On March 26, 2019, proposed Assembly Bill 5, which would codify the California Supreme Court’s controversial Dynamex decision, was amended to exempt certain types of licensed workers. Just as noteworthy as the types of workers identified as exempt from the standard are the types of employees who were not identified. For example, the exemption does not appear to cover trucking companies and gig economy transportation companies. If there are specific statutory exclusions, it will be difficult for courts to find exclusions in the common law.

By way of background, on April 30, 2018, the California Supreme Court issued the Dynamex decision, an alarming decision for California employers utilizing independent contractors. In the opinion, the Court applied the “ABC Test” in determining whether an individual is an employee or independent contractor under the Wage Orders. Instead of the longstanding multi-factor Borello test, the Court found that the hiring entity has the burden to establish all of the following elements:

(A) The person is free from the control and direction of the hiring entity in connection with the performance of the work, both under the contract for the performance of the work and in fact

(B) The person performs work that is outside the usual course of the hiring entity’s business; and

(C) The person is customarily engaged in an independently established trade, occupation, or business of the same nature as that involved in the work performed.

Part B of the test is particularly problematic for a number of industries, especially those with established business models reliant upon the use of contractors.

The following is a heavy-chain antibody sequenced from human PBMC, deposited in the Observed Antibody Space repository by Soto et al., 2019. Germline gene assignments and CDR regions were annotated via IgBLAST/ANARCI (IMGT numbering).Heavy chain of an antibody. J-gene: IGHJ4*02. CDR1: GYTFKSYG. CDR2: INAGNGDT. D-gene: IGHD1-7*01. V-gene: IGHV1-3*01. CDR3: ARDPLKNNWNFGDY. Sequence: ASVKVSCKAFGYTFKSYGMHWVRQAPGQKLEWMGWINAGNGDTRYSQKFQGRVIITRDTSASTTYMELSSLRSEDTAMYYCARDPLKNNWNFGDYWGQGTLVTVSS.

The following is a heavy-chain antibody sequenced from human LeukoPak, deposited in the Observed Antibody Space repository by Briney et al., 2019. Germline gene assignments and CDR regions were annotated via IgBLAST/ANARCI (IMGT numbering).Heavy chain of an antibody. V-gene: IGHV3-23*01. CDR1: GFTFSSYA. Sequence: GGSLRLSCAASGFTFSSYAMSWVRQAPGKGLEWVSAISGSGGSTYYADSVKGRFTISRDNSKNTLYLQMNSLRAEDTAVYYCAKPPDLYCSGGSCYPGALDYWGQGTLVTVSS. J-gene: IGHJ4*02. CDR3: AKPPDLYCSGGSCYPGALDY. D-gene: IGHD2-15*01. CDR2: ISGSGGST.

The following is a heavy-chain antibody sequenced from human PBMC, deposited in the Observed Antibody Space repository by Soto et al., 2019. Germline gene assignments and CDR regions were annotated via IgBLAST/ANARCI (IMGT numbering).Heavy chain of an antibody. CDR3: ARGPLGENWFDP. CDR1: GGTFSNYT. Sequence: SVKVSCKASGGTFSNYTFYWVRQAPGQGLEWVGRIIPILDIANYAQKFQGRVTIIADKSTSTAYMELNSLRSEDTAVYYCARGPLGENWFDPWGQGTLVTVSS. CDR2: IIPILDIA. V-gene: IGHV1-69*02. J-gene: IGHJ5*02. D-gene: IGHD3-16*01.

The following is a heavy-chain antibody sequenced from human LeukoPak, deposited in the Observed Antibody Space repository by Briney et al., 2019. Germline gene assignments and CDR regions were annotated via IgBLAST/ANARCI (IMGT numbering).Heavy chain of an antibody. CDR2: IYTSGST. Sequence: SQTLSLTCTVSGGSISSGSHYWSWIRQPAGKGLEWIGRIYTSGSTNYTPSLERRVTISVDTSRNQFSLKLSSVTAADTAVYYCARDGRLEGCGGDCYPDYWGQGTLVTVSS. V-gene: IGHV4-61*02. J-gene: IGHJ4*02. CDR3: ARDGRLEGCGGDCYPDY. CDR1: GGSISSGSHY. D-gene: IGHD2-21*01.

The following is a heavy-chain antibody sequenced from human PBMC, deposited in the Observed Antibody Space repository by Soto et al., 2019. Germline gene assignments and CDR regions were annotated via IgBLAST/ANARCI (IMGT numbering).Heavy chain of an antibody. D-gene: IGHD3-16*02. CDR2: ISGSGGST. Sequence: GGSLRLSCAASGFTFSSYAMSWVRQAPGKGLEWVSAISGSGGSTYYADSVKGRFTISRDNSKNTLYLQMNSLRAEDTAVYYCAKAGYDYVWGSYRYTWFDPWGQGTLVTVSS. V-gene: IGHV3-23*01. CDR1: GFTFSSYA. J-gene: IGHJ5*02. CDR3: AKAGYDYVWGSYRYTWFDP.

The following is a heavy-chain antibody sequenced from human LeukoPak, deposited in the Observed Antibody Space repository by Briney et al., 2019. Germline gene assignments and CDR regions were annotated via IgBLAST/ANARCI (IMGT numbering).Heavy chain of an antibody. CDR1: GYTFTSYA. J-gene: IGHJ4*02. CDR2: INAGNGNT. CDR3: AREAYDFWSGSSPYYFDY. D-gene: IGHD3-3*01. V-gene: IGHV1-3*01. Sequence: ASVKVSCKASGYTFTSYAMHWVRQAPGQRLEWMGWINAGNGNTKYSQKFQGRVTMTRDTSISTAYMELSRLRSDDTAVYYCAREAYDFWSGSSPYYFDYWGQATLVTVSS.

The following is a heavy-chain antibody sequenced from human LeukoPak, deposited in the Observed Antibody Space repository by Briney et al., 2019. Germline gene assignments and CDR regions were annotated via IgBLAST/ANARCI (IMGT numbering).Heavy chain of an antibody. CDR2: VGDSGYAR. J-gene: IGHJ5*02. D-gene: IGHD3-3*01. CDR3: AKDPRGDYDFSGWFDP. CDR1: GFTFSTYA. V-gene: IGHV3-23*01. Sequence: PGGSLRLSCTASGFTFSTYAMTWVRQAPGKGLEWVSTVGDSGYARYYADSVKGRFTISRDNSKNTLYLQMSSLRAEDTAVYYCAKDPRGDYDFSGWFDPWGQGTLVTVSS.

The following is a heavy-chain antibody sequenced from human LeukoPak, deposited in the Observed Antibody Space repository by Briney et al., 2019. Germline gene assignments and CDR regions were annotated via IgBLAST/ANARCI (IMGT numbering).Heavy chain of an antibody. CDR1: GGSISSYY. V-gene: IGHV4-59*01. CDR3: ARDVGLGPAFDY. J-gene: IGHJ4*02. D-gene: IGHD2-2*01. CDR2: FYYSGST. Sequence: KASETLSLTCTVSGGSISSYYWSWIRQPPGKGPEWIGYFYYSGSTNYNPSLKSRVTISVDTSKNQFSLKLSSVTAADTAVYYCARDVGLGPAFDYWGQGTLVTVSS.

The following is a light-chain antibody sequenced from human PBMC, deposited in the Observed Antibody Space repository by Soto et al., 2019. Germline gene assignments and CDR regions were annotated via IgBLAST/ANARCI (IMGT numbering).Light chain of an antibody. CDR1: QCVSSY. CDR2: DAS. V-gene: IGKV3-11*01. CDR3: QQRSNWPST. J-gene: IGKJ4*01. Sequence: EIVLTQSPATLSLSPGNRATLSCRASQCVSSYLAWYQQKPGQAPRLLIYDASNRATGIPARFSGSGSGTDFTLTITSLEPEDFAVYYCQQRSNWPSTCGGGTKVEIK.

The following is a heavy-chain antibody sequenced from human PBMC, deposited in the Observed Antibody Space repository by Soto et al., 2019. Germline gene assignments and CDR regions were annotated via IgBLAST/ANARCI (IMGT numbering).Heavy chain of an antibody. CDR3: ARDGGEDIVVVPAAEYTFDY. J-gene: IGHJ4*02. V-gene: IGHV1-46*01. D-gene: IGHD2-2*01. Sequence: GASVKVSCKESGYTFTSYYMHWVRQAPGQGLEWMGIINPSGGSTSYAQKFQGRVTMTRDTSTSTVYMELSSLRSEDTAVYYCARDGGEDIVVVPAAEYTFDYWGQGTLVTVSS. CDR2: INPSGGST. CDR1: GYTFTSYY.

After the decision, courts grappled with how to apply the decision and the State Capitol was bombarded with lobbyists. Three relevant bills have been proposed. AB 71 seeks to codify the longstanding Borello standard, AB 233 seeks to exempt insurance salespeople and AB 5 seeks to codify Dynamex.

On March 26th, AB 5 was amended to provide that the Borello factor test (and not the ABC Test) would apply to:

  1. Persons or organizations licensed by the Department of Insurance;
  2. licensed physicians or surgeons;
  3. securities broker-dealers or investment advisers or their agents and representatives that are registered with the SEC or FINRA or licensed by the State; and
  4. direct salespeople under Unemployment Insurance Code § 650 (licensed salespeople whose compensation is directly tied to the sale, such as real estate salespeople).

On Wednesday, April 3, AB 5 will be before the Assembly Labor and Employment Committee and AB 233 will be before the Assembly Insurance Committee.

The Dynamex decision has sent shockwaves through business community in California; and the legislature appears to be attempting to provide some clarity. Regardless of the outcome, the resulting legislation will have a significant impact on how companies do business in California. In the meantime, tracking the progress of the legislation may help companies prepare accordingly.